3 Replies Latest reply on Dec 16, 2015 6:43 PM by Joel Hughes

    High-impact Dashboards in Healthcare

    Joel Hughes

      This may have been asked before, and I apologize beforehand if this duplicates something already available, but I'm curious to know what dashboards your healthcare organizations have found the most useful to end users. I've seen jonathan.drummey's really great Lollipops for Healthcare Quality Improvement dashboard, markjackson's really great readmissions dashboard, and some others, but I haven't heard much on the impact of these and related dashboards.


      I guess my question, then, is what healthcare-related dashboards have you all created that have had the biggest impact in your organizations? Have any of these been constructed using publicly available data (e.g., HCAHPS)?


      Best regards.

        • 1. Re: High-impact Dashboards in Healthcare
          Jonathan Drummey

          Hi Joel,


          I'm not sure what HCAHPS dashboard you're referring to, can you point me at it?


          You're asking a couple of questions about users and data here:


          As for our users the most impactful dashboards have been ones where there's some sort of project or initiative that they are pursuing and the dashboard is enabling them to measure progress and/or identify where to take action. We've built other dashboards that basically sit there (getting updated with fresh data) because they aren't connecting to what the audience's current needs are, as much as we might want them to pay attention to them (I work in quality improvement where that is an historical issue).


          The publicly reported data is a) behind the times (often a year or more old) and b) coarse-grained and c) limited in scope. So the top 100 DRGs by hospital data set that CMS has released Medicare Provider Utilization and Payment Data: Inpatient - Centers for Medicare & Medicaid Services is interesting but it can tell a limited story. The kind of work I'm often doing requires more timely data at a much finer grain with access to additional data elements, for example so we can break down our LOS by DRG and physician over quarter. So we're using data from our EMRs and here and there adding context by using additional data for benchmarking.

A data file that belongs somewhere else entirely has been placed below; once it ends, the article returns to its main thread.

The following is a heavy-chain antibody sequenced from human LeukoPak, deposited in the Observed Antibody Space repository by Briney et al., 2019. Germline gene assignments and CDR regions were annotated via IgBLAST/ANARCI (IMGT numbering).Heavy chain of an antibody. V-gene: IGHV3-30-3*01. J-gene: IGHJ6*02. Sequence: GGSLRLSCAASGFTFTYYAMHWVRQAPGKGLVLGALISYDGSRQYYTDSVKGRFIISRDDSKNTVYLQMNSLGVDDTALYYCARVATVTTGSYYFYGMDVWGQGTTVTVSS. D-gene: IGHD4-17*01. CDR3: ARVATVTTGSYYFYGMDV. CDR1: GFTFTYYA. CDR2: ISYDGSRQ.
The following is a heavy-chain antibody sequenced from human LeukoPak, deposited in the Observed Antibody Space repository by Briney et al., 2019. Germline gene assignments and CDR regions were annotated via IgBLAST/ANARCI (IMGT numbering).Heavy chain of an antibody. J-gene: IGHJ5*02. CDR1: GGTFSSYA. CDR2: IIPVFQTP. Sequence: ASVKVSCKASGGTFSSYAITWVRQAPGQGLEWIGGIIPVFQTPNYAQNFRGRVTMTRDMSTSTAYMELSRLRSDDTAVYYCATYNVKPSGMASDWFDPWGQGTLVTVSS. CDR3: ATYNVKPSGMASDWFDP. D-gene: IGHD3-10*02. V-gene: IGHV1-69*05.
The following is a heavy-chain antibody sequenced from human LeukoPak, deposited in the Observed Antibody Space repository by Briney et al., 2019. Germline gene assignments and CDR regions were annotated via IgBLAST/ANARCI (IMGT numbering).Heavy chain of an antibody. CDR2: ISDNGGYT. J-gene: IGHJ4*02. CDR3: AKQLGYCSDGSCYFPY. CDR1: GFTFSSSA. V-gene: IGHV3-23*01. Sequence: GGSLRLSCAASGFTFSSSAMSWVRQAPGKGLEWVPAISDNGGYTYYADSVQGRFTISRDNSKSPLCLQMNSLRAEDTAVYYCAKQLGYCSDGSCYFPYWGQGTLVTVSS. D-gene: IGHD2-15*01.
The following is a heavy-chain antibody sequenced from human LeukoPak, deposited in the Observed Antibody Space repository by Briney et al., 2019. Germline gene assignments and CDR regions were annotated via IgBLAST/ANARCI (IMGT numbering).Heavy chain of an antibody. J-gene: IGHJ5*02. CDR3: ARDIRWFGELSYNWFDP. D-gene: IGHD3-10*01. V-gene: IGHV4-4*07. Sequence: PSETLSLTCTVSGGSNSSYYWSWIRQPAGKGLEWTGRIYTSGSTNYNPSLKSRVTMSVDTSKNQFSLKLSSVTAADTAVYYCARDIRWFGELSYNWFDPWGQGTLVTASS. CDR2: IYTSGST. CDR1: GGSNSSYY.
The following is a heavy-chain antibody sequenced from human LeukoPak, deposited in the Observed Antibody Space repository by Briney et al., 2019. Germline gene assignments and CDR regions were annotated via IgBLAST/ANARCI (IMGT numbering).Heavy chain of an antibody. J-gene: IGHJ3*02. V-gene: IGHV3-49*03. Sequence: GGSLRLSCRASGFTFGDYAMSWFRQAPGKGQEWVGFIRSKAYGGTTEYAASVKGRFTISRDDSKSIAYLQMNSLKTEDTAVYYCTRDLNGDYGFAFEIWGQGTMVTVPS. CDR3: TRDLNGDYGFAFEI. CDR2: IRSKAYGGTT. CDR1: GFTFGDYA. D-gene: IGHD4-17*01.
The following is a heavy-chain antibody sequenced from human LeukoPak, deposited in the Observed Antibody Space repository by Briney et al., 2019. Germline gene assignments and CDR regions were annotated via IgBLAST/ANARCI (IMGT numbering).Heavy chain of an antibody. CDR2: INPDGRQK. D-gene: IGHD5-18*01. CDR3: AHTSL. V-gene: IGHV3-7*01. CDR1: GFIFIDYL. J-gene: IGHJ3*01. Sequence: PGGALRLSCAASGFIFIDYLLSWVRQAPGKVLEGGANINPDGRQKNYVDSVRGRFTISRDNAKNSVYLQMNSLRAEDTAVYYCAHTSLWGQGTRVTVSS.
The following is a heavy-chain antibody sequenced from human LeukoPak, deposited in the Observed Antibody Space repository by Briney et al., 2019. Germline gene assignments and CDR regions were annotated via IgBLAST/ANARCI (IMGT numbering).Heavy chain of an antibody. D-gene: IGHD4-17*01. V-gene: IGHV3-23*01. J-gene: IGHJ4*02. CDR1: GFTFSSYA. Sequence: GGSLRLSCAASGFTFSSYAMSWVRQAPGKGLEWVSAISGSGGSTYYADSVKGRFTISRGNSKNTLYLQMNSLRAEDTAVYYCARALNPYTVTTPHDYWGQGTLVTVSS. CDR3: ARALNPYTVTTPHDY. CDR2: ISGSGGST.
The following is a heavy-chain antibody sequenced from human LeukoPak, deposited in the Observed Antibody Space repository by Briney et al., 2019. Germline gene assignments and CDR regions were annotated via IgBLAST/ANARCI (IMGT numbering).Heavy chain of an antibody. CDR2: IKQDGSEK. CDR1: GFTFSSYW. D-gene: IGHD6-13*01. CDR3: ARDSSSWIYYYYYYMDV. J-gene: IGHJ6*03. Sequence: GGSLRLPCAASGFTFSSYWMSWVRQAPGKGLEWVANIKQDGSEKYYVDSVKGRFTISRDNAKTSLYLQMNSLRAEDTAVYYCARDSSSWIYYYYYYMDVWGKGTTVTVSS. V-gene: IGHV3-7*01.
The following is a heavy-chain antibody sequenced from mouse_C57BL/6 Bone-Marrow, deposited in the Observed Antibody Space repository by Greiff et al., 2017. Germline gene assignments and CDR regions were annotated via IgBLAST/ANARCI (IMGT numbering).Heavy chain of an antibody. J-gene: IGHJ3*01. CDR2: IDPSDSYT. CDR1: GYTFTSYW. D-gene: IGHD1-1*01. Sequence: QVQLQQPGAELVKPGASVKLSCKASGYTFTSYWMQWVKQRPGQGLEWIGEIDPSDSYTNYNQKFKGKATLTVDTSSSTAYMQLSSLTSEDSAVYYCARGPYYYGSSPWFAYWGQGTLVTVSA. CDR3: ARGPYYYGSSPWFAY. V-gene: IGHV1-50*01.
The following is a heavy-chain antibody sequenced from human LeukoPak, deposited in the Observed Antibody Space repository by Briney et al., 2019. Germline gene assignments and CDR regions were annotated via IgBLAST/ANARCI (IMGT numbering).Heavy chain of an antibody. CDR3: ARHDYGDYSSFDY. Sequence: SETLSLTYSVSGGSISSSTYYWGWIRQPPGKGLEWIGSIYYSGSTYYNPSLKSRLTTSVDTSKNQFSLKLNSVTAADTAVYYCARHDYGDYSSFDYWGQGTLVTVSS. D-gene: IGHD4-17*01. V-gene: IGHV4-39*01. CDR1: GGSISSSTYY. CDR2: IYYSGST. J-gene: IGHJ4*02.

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          • 2. Re: High-impact Dashboards in Healthcare
            Brenda Fosmire

            Jonathan - Well stated - every bit of what you said is similar to my experience with healthcare data. 


            My org is working towards more up to date metrics, rather than the publicly available data set comparisons.  I will admit we are not there yet - but 2016 should get us there.


            Our most used dashboards are those which present daily process stats - almost live data.

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            • 3. Re: High-impact Dashboards in Healthcare
              Joel Hughes

              Hi, Jonathan.


              Thanks for your reply. I did try to find the HCAHPS dashboard but couldn't locate it. I might have mixed it up with the Lollipops for HQI dashboard and have since changed the link to that dashboard instead.


              Thanks, too, for your response to the question. You're so right that dashboards will be used when they address audiences' needs--or they will go unused. And the time-lag of publicly available data is certainly an issue. Better to focus on using in-house data, as you and Brenda Fosmire suggest, and supplement that with industry benchmarks and related data.


              Thanks again for your feedback and for your ongoing bolstering of the Tableau and Tableau healthcare communities.

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